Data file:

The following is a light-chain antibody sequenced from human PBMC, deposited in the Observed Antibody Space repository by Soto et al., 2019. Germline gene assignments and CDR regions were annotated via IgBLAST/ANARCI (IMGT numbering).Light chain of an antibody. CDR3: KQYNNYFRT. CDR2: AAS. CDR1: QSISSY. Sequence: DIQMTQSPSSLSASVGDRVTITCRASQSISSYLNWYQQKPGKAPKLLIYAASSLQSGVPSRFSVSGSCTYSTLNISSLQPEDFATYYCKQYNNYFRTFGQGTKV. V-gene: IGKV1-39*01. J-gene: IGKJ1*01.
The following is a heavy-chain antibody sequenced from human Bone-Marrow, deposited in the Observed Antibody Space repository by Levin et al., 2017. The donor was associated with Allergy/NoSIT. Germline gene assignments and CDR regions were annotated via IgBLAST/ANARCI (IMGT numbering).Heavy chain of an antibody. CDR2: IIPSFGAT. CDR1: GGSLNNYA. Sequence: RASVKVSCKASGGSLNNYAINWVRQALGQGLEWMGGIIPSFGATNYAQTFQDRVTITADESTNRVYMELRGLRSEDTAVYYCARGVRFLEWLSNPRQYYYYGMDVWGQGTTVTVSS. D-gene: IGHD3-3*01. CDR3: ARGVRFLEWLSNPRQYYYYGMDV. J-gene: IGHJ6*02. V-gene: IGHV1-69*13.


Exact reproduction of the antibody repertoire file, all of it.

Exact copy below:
The following is a light-chain antibody sequenced from human PBMC, deposited in the Observed Antibody Space repository by Soto et al., 2019. Germline gene assignments and CDR regions were annotated via IgBLAST/ANARCI (IMGT numbering).Light chain of an antibody. CDR3: KQYNNYFRT. CDR2: AAS. CDR1: QSISSY. Sequence: DIQMTQSPSSLSASVGDRVTITCRASQSISSYLNWYQQKPGKAPKLLIYAASSLQSGVPSRFSVSGSCTYSTLNISSLQPEDFATYYCKQYNNYFRTFGQGTKV. V-gene: IGKV1-39*01. J-gene: IGKJ1*01.
The following is a heavy-chain antibody sequenced from human Bone-Marrow, deposited in the Observed Antibody Space repository by Levin et al., 2017. The donor was associated with Allergy/NoSIT. Germline gene assignments and CDR regions were annotated via IgBLAST/ANARCI (IMGT numbering).Heavy chain of an antibody. CDR2: IIPSFGAT. CDR1: GGSLNNYA. Sequence: RASVKVSCKASGGSLNNYAINWVRQALGQGLEWMGGIIPSFGATNYAQTFQDRVTITADESTNRVYMELRGLRSEDTAVYYCARGVRFLEWLSNPRQYYYYGMDVWGQGTTVTVSS. D-gene: IGHD3-3*01. CDR3: ARGVRFLEWLSNPRQYYYYGMDV. J-gene: IGHJ6*02. V-gene: IGHV1-69*13.